Yesterday, I heard the phrase ‘burning all your boats’ when someone was talking about a new business venture and it got me thinking about this popular turn of phrase by Napolean Hill. At the core of this statement lies the fact that, without complete focus and commitment it is not possible to achieve greatness. The imminence of failure pushes us forward to do things we thought we could not do but must in order to win.

I began wondering whether there were degrees to how many boats you could burn!

If we take three extremes, one being burning all your boats, burning some of the your boats and burning none of your boats, would our ventures become less successful if we start implementing safety nets into our plan? It then struck me that while ‘burning all your boats’ is very sound advice in theory, it is similar to the waterfall method of developing software.

Let’s say we embark on project X, wherein we have a set of assumptions and calibrate our venture accordingly. We burn all our boats and give it our all. There is a very high probability that our first set of assumptions are flawed and that by burning all of our boats we are really stranded in a no man’s land trying to figure things out. While I understand that having your back against a wall does lead to a higher probability of coming up with a creative solution and thereby getting ourselves out of a fix, this is akin to a poker analogy of putting all your chips on the flop while seeing only one hole card. (This is a very high risk maneuver with far too much missing information to make that decision.)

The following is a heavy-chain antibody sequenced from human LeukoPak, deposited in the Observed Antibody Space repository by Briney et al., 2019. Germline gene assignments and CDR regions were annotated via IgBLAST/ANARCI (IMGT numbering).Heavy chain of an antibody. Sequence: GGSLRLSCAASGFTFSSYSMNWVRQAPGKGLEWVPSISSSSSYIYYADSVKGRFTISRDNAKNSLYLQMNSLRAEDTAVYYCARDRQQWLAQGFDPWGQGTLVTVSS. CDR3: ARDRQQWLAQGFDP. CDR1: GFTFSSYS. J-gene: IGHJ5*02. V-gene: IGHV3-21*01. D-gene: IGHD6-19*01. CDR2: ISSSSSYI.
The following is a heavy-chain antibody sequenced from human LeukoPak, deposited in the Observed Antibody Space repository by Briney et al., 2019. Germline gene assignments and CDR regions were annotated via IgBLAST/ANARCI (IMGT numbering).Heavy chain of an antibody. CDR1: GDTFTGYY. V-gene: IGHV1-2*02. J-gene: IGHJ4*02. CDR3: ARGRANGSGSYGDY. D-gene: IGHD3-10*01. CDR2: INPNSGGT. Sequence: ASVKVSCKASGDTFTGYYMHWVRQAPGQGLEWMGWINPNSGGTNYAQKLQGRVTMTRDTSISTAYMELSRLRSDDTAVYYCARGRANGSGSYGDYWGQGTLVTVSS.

In conclusion, the solution as I see it, is to spend a greater amount of time at harbor, trying to gather more information, before making a decision to set at sea with unvalidated assumptions and hypotheses. I am all for swinging for the fences, I do believe however, that you should know a little more about the field, pitcher and most importantly yourself before getting to base to take your shot